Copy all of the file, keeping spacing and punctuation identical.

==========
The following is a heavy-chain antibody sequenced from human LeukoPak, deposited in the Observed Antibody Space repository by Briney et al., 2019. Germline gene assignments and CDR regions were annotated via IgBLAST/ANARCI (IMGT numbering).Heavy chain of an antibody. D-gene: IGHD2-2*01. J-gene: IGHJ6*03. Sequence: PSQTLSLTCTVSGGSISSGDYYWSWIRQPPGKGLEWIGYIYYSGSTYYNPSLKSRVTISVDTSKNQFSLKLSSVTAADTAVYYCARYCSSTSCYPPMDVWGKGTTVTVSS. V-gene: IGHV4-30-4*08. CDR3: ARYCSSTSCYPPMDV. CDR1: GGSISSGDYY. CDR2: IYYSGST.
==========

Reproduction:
The following is a heavy-chain antibody sequenced from human LeukoPak, deposited in the Observed Antibody Space repository by Briney et al., 2019. Germline gene assignments and CDR regions were annotated via IgBLAST/ANARCI (IMGT numbering).Heavy chain of an antibody. D-gene: IGHD2-2*01. J-gene: IGHJ6*03. Sequence: PSQTLSLTCTVSGGSISSGDYYWSWIRQPPGKGLEWIGYIYYSGSTYYNPSLKSRVTISVDTSKNQFSLKLSSVTAADTAVYYCARYCSSTSCYPPMDVWGKGTTVTVSS. V-gene: IGHV4-30-4*08. CDR3: ARYCSSTSCYPPMDV. CDR1: GGSISSGDYY. CDR2: IYYSGST.